Bucatini Aglio e Olio

 

Total Time:  under 30 minutes

Serves:  4

Difficulty Level:  Easy

 

Ingredients

½ pound of bucatini

4 tablespoons extra virgin olive oil

3 large cloves of garlic (or 4 small), thinly sliced

2/3 cup freshly grated Asiago cheese

½ cup freshly chopped parsley

Freshly cracked pepper

Freshly grated salt cured egg yolks (technique follows)

 

Directions

  1. Bring a large pot of salted water to a rapid boil.
  2. Add the bucatini, and cook until al dente, about 9-10 minutes.
  3. Drain the pasta, and set aside.
  4. Put the empty pot back on the stove, and add the olive oil.
  5. When you can smell the olive oil, add the sliced garlic. Cook on medium heat for 1-2 minutes.  Watch closely so it doesn’t burn.
  6. Remove from heat, and add the pasta, asiago cheese, parsley, and cracked pepper.
  7. Use tongs to toss the pasta together.
  8. Top with freshly grated cured egg yolks.

 

 

Cured Egg Yolks

(method found at Bon Appetit)

 

Total Time: 4 days plus 3 hours

Makes:  8 egg yolks

Difficulty Level:  Easy (patience level must be high)

 

Ingredients2

3 ½ cups kosher salt

2 ½ cups white sugar

8 extra large egg yolks

Nonstick cooking spray

 

Directions

  1. In a large mixing bowl, toss together the kosher salt and white sugar until thoroughly combined.
  2. Pour the mixture evenly into a 9×13 casserole dish (I used a large clear Pyrex).
  3. Create 8 yolk-sized divots in the salt/sugar mixture.
  4. Separate the eggs (you could save the whites for this or this).
  5. Very carefully place each yolk into its own divot.
  6. Cover tightly with plastic wrap, and keep refrigerated for 4 days.
  7. Preheat your oven to the lowest temperature possible (mine is 170 degrees Fahrenheit).
  8. Place a baking rack on a half sheet pan.
  9. Spray the baking rack thoroughly with nonstick spray.
  10. As you remove the egg yolks from the salt/sugar, gently dust as much off as you can.
  11. Place each yolk on the rack.
  12. Cook the cured egg yolks on the lowest temperature for 1 ½ to 2 hours.
  13. Remove from the oven, and let them come to room temperature.
  14. Store in the refrigerator for up to one month.

 

 


Vegan Southwestern Zucchini Sauté + 5 Lightened Up Super Bowl Recipes

Vegan Southwestern Zucchini Sauté + 5 Lighter Super Bowl Recipes

I have been making my Vegan Eggplant Sauté on and off for over 10 years, and it never occurred to me to change it around.  Then all the sudden I think how I can keep myself from getting bored by changing around the flavors.  This recipe is just as simple as the Vegan Eggplant Saute, but I’ve swapped around all the flavors.

Following the recipe, you’ll see a list of 5 lightened up, but still Super Bowl-worthy, recipes for game day.  I have never cared one way or another about the football, but I do like watching the Super Bowl Halftime Show, and I like the Super Bowl foods.  The rest is just background noise to me.

 

Southwestern Zucchini Sauté  (vegan, gluten free)

Total Time:  15 minutes

Serves:  1

Difficulty Level:  Easy

 

Ingredients1

Cooking spray

1 large zucchini, medium diced

1 Original Vegan Boca Burger

1 pinch salt

1 pinch garlic powder

1 pinch chipotle powder or ground cumin

1 ice cube

½ cup salsa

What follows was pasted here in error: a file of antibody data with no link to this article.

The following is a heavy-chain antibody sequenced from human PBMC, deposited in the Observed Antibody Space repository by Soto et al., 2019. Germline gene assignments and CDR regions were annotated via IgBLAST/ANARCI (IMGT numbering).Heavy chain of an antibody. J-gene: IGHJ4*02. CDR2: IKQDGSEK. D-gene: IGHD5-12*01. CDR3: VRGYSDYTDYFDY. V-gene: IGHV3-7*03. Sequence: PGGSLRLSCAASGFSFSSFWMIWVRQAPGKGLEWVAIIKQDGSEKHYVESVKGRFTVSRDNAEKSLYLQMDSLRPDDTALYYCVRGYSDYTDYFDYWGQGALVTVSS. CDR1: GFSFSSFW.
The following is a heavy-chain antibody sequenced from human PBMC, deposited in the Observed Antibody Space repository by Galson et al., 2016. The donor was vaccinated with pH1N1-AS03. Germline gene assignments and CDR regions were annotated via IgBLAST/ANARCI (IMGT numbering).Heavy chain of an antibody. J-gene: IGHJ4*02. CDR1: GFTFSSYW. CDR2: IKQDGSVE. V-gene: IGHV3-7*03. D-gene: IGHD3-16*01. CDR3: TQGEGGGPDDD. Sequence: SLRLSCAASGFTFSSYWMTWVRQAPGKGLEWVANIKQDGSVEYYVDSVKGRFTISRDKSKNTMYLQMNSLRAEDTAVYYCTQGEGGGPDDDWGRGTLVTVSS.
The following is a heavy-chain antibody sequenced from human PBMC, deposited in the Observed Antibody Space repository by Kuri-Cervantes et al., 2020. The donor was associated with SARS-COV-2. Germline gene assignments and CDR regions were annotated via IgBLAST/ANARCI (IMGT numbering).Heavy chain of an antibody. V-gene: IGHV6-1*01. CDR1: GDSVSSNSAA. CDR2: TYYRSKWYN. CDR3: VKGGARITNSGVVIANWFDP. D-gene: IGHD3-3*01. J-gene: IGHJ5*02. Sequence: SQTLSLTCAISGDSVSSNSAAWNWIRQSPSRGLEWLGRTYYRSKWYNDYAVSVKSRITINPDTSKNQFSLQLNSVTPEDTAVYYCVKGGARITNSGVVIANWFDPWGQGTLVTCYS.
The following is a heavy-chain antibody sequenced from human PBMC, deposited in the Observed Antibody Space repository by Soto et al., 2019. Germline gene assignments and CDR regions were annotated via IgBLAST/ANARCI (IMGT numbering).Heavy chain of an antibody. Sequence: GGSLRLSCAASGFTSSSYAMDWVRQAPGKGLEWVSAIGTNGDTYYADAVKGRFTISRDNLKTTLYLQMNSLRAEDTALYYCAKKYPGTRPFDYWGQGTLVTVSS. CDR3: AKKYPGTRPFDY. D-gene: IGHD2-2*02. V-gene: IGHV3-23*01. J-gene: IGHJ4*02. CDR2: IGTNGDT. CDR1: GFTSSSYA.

Freshly chopped cilantro

 

Directions

  1. Add a quick spray of cooking spray to a sauté pan over medium heat.
  2. Add the zucchini, salt, garlic, and chipotle or cumin.  Sauté for a minute or so.  Add the ice cube, and cover.  Let it steam for 5-6 minutes.
  3. Meanwhile, microwave the Boca Burger until warm, about 1 minute. Dice into bite-sized pieces.
  4. Remove the zucchini from heat. Add the Boca Burger and salsa.  Mix together.
  5. Top with freshly chopped cilantro.

 

 

5 Lighter Super Bowl Eats

  1.  Skinny Taste:  Slow Cooker Paleo Jalapeno Popper  Chicken Chili.  This is a mouthful!  I like all kinds of chili, vegetarian included.  I was going to list a vegetarian option, but I think a Super Bowl chili needs some kind of meat.  This one is a good middle ground and will make dieters and non-dieters happy.  Here are some of my other favorite chilis.  SlowCookerPaleoJalapenoPopperChickenChili-550x825.jpg

 

2.  The Mediterranean Dish:  Avocado Hummus and Fresh Tomatillo Salsa Verde.  Another classic Super Bowl food is guacamole.  Here’s a lightened up version that you could serve with both chips and raw veggies.Avocado-Hummus-with-Salsa-Verde-Recipe-11.jpg

 

3.  A Beautiful Plate:  Salt and Vinegar Roasted Chickpeas.  I love roasted chickpeas!  The first time I had them was in this salad.  They are a great substitute for salty nuts, and you can switch up the flavor combinations in endless ways.salt-and-vinegar-roasted-chickpeas-1-11.jpg

 

4.  Dashing Dish:  Crispy Buffalo Cauliflower Poppers.  This is on my “must try” list, and of all the recipes I’ve seen for buffalo cauliflower, this one looks like a dead ringer for wings.  So, maybe you can’t forgo wings on Super Bowl Sunday in favor of cauliflower.  But maybe you can have both?IMG_4599.jpg

5.  BS In the Kitchen:  Paloma.  Tequila is my favorite kind of liquor, and the only kind I’ll ever have around the house.  The Paloma is similar to a margarita, but with grapefruit.  This version contains hardly any sugar, but relies mostly on the tart grapefruit and lime for flavor (plus tequila really has a great flavor too).  Each drink only has one teaspoon of sugar, but you could substitute stevia, or you could leave it out altogether.the-paloma-6